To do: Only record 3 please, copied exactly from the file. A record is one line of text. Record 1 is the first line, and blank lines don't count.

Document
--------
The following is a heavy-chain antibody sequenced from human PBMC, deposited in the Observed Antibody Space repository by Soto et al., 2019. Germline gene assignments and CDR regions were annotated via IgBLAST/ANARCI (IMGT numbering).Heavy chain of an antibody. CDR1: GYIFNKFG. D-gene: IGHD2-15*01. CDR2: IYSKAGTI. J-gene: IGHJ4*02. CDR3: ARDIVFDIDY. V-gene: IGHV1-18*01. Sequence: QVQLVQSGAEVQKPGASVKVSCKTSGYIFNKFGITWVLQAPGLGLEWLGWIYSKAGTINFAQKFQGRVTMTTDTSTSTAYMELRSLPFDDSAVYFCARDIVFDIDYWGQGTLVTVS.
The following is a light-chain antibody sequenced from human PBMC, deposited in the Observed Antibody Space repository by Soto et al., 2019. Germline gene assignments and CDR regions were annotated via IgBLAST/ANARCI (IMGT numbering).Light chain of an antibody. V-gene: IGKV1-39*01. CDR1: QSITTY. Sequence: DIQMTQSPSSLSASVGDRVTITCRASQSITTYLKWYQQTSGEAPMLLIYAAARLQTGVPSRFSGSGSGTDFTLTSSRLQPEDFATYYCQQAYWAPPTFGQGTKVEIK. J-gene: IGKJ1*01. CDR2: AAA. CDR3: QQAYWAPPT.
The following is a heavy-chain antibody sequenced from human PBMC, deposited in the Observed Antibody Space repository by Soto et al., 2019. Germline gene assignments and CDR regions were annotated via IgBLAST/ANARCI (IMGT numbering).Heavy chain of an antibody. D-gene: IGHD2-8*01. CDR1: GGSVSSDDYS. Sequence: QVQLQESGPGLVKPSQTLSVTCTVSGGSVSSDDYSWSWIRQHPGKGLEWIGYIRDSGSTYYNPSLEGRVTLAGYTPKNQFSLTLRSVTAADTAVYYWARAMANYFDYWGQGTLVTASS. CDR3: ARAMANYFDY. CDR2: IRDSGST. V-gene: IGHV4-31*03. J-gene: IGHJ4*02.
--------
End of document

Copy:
The following is a heavy-chain antibody sequenced from human PBMC, deposited in the Observed Antibody Space repository by Soto et al., 2019. Germline gene assignments and CDR regions were annotated via IgBLAST/ANARCI (IMGT numbering).Heavy chain of an antibody. D-gene: IGHD2-8*01. CDR1: GGSVSSDDYS. Sequence: QVQLQESGPGLVKPSQTLSVTCTVSGGSVSSDDYSWSWIRQHPGKGLEWIGYIRDSGSTYYNPSLEGRVTLAGYTPKNQFSLTLRSVTAADTAVYYWARAMANYFDYWGQGTLVTASS. CDR3: ARAMANYFDY. CDR2: IRDSGST. V-gene: IGHV4-31*03. J-gene: IGHJ4*02.